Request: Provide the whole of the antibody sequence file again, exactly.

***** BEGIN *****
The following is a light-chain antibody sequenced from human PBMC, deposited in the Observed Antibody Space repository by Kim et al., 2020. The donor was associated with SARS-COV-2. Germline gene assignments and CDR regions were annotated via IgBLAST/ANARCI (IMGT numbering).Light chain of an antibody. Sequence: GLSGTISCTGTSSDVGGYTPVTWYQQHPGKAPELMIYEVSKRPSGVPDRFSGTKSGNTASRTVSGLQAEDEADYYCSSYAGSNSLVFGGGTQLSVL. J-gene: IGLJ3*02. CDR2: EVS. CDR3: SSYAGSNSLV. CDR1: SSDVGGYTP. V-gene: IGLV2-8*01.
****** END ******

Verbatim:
The following is a light-chain antibody sequenced from human PBMC, deposited in the Observed Antibody Space repository by Kim et al., 2020. The donor was associated with SARS-COV-2. Germline gene assignments and CDR regions were annotated via IgBLAST/ANARCI (IMGT numbering).Light chain of an antibody. Sequence: GLSGTISCTGTSSDVGGYTPVTWYQQHPGKAPELMIYEVSKRPSGVPDRFSGTKSGNTASRTVSGLQAEDEADYYCSSYAGSNSLVFGGGTQLSVL. J-gene: IGLJ3*02. CDR2: EVS. CDR3: SSYAGSNSLV. CDR1: SSDVGGYTP. V-gene: IGLV2-8*01.